Change is inevitable and sometimes can be abrupt, unexpected, and difficult to digest. At times change puts us to the test. However, once we learn to embrace change in our day-to-day lives, facing change in difficult times will become easier and we will be more likely to succeed. The more resilient we are when faced with difficult changes, the stronger we become in the end!

Ready for Change? 

Sometimes however, bigger changes are needed to achieve our goals, and at times it turns out that your current employer’s culture and opportunities won’t fit with what’s important to you and your career development. Before you decide to jump ship and start a new adventure with a new company, it’s important to research the company in detail – will this new company help me achieve my professional goals? Is there employee training available? Is there a culture of embracing change? Did you answer “yes” to these questions? Maybe we are the change you are looking for in 2020 – check out our career website where you can find more information on what it’s like to work at Runtastic.


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Start from where you are right now

Start from where you are right now

Focus on where you are, with what you have with what you can do right now…

Vision and where you are HEADED is great BUT when you get overwhelmed by ALL the steps in front of you or why you CAN’T this is the simplist way to START.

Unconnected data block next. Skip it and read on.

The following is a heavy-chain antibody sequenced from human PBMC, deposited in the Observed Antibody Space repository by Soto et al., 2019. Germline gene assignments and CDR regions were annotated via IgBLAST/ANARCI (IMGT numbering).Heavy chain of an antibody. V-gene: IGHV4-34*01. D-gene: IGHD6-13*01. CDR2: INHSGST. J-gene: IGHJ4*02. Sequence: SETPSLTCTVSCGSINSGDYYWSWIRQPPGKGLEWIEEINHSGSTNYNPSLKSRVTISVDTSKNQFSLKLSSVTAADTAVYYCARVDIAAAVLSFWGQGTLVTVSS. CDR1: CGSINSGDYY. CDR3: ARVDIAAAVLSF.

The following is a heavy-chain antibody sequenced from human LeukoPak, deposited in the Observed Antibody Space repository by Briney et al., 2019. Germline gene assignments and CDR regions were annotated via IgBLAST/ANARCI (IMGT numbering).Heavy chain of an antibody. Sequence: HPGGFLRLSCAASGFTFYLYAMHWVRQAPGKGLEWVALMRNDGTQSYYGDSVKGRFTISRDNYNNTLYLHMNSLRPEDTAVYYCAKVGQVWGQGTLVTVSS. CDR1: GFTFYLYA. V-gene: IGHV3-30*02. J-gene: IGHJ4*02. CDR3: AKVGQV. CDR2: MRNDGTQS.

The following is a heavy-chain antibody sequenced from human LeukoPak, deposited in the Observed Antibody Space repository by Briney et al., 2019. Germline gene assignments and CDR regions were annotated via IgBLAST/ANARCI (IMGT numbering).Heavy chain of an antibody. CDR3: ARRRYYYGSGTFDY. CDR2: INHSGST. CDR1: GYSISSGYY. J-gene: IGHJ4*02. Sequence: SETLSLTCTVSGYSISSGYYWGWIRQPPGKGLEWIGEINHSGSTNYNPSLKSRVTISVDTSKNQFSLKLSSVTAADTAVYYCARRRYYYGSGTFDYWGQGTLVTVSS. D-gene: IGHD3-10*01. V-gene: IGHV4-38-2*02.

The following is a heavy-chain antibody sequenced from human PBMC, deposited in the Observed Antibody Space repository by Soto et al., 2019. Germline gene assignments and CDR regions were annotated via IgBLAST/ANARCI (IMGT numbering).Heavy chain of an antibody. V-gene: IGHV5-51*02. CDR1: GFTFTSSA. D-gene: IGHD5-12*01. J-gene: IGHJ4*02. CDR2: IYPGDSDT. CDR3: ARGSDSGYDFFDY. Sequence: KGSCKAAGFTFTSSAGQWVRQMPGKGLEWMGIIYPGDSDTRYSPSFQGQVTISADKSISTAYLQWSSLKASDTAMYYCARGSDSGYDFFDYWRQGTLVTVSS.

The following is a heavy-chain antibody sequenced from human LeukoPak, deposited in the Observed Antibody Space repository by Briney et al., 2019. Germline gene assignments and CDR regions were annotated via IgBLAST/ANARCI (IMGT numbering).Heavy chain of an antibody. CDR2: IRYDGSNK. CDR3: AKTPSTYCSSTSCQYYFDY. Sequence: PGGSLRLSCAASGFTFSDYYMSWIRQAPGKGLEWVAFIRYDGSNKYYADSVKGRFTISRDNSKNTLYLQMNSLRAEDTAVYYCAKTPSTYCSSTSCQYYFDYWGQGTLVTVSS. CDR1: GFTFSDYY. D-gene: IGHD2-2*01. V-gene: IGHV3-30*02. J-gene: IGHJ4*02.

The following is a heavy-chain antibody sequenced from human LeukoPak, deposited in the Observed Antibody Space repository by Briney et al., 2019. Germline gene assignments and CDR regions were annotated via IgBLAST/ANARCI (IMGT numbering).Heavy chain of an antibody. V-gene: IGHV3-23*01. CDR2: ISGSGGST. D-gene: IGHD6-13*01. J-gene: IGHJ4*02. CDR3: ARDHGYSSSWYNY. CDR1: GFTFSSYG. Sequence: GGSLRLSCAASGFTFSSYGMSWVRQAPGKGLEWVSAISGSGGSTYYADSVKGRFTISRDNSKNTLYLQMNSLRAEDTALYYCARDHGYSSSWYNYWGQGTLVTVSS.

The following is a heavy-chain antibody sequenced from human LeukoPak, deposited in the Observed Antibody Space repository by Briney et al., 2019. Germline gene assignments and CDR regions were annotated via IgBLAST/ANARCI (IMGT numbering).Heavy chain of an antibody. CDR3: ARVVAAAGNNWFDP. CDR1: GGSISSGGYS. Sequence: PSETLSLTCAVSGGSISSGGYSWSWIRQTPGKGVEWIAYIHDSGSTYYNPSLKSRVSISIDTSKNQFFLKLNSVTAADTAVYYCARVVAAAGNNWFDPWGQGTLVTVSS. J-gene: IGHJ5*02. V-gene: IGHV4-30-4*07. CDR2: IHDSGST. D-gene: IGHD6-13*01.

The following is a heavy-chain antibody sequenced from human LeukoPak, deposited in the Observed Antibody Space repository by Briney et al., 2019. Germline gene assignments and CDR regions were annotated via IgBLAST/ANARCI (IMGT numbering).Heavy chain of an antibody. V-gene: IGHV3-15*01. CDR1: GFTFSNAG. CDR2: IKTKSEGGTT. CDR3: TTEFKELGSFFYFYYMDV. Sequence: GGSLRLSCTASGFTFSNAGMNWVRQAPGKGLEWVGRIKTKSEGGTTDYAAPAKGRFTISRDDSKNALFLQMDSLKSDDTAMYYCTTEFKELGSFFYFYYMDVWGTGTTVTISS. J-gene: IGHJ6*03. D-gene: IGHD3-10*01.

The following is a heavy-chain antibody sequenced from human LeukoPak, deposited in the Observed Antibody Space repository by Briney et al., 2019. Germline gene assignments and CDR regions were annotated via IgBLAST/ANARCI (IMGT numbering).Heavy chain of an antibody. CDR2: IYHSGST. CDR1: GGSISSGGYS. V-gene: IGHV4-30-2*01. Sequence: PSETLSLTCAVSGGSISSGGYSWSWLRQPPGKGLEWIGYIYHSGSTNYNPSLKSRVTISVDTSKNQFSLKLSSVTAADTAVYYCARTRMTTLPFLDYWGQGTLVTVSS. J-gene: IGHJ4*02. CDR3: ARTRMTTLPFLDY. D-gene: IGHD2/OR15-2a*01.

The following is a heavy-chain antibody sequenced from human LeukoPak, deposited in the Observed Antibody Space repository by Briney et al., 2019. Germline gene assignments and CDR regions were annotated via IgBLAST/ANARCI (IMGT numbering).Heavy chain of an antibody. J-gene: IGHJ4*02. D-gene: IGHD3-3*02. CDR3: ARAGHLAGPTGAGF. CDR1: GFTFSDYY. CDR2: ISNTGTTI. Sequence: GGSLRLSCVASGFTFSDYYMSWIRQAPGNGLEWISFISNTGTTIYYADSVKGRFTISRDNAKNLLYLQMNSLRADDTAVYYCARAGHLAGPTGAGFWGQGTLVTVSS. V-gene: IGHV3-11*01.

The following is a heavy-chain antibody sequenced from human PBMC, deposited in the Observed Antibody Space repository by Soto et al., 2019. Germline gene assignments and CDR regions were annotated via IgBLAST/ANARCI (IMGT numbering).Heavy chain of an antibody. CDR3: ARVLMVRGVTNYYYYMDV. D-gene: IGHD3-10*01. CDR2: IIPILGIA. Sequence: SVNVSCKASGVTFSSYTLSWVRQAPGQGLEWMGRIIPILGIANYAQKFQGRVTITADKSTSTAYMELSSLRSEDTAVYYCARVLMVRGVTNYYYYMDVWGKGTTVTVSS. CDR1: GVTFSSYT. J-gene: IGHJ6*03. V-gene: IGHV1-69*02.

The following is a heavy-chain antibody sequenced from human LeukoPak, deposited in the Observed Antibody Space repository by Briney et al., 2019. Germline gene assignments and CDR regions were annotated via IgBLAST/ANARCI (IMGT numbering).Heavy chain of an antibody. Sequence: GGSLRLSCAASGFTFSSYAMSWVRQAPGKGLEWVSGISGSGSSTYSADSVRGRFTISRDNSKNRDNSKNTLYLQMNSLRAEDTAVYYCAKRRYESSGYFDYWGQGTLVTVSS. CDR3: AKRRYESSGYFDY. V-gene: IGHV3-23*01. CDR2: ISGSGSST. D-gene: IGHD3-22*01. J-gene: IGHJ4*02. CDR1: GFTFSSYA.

Do what you can right now with what and how you can.

START FROM WHERE YOU ARE pinterest thumbnailSmall steps towards your focus every day reaches goals.

You are not your circumstance
You are not your injury
You are not your bank account
You are not your current situation
You are not your past stories and events.

You ARE wherever you are putting your attention.
You are wherever you put your FOCUS
You are where you direct your energy.

The best part? It’s a CHOICE. It’s a DECISION and you can take one step forward in the direction you are headed every single day and sooner than later you will achieve what you are after.

RESULTS come from FOCUS and the habits you practice towards that focus.

Change your habits with me and start to age in reverse at 


Natalie Jill



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Strength Training Schedule

How should I break up my strength training in a week?

The post Strength Training Schedule appeared first on Under Armour.